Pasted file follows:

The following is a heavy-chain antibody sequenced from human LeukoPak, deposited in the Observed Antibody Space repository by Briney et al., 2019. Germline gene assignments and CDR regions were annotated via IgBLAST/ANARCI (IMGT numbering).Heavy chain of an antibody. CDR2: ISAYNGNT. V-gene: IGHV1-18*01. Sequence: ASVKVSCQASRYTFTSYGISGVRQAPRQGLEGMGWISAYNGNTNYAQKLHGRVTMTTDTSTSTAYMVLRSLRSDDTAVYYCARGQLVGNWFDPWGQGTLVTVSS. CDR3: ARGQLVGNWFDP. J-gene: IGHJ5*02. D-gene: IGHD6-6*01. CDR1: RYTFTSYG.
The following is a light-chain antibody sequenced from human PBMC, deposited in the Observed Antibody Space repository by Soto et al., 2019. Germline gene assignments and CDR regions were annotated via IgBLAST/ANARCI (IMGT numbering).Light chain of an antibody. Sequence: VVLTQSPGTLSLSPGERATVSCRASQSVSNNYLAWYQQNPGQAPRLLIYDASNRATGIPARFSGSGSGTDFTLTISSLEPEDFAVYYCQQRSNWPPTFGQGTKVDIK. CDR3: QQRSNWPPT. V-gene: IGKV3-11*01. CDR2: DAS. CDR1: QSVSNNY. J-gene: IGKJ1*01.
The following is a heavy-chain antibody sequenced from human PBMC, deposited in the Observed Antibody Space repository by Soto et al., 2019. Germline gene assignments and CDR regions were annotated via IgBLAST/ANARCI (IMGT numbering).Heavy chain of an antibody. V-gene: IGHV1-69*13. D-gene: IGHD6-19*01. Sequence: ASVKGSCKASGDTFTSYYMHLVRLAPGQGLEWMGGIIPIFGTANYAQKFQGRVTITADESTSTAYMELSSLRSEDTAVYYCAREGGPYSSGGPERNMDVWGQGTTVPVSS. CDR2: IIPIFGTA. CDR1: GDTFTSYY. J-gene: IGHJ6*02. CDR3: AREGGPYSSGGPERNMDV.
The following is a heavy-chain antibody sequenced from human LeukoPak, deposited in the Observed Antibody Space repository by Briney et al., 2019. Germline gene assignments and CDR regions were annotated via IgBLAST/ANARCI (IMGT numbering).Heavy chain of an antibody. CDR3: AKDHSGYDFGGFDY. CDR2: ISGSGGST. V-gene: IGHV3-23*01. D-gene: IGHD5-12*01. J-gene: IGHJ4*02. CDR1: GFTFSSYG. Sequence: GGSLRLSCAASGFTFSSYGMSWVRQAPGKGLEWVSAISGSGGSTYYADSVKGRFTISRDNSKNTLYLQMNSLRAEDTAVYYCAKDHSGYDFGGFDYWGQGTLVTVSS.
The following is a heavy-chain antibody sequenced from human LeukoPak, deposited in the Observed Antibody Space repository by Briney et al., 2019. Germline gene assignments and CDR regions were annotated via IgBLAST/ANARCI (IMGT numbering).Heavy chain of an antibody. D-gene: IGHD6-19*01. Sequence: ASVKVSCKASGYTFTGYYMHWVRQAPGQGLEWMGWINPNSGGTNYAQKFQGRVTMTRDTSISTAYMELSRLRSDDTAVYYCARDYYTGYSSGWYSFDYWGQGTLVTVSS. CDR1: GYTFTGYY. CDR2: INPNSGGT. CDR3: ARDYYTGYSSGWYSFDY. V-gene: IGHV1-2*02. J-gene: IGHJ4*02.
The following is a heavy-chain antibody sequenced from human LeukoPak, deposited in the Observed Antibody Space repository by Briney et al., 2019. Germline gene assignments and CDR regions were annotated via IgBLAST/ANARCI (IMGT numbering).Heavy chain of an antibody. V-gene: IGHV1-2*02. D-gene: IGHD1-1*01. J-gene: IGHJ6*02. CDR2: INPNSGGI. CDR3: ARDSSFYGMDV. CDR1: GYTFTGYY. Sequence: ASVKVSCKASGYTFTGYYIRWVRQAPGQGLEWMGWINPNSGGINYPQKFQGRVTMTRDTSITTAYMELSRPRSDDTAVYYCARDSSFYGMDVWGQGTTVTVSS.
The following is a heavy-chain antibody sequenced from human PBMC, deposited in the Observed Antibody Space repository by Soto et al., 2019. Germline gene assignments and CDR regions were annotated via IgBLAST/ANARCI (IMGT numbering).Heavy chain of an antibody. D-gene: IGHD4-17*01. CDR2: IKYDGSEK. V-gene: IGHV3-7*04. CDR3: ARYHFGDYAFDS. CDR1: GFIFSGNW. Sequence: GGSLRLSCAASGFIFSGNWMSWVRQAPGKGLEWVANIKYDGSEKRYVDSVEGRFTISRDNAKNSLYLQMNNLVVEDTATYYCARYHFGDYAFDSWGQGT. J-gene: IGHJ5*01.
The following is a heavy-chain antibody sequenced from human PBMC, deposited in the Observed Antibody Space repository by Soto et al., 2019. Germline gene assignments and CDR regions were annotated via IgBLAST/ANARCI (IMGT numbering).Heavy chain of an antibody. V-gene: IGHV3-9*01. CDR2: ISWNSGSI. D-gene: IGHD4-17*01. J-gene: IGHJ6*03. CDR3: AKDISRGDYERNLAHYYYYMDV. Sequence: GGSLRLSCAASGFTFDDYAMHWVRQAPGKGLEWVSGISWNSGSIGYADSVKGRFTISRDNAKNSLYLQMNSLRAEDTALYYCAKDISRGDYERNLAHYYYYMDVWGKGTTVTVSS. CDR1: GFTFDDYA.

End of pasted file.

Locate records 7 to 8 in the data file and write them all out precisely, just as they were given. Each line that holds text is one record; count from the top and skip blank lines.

The following is a heavy-chain antibody sequenced from human PBMC, deposited in the Observed Antibody Space repository by Soto et al., 2019. Germline gene assignments and CDR regions were annotated via IgBLAST/ANARCI (IMGT numbering).Heavy chain of an antibody. D-gene: IGHD4-17*01. CDR2: IKYDGSEK. V-gene: IGHV3-7*04. CDR3: ARYHFGDYAFDS. CDR1: GFIFSGNW. Sequence: GGSLRLSCAASGFIFSGNWMSWVRQAPGKGLEWVANIKYDGSEKRYVDSVEGRFTISRDNAKNSLYLQMNNLVVEDTATYYCARYHFGDYAFDSWGQGT. J-gene: IGHJ5*01.
The following is a heavy-chain antibody sequenced from human PBMC, deposited in the Observed Antibody Space repository by Soto et al., 2019. Germline gene assignments and CDR regions were annotated via IgBLAST/ANARCI (IMGT numbering).Heavy chain of an antibody. V-gene: IGHV3-9*01. CDR2: ISWNSGSI. D-gene: IGHD4-17*01. J-gene: IGHJ6*03. CDR3: AKDISRGDYERNLAHYYYYMDV. Sequence: GGSLRLSCAASGFTFDDYAMHWVRQAPGKGLEWVSGISWNSGSIGYADSVKGRFTISRDNAKNSLYLQMNSLRAEDTALYYCAKDISRGDYERNLAHYYYYMDVWGKGTTVTVSS. CDR1: GFTFDDYA.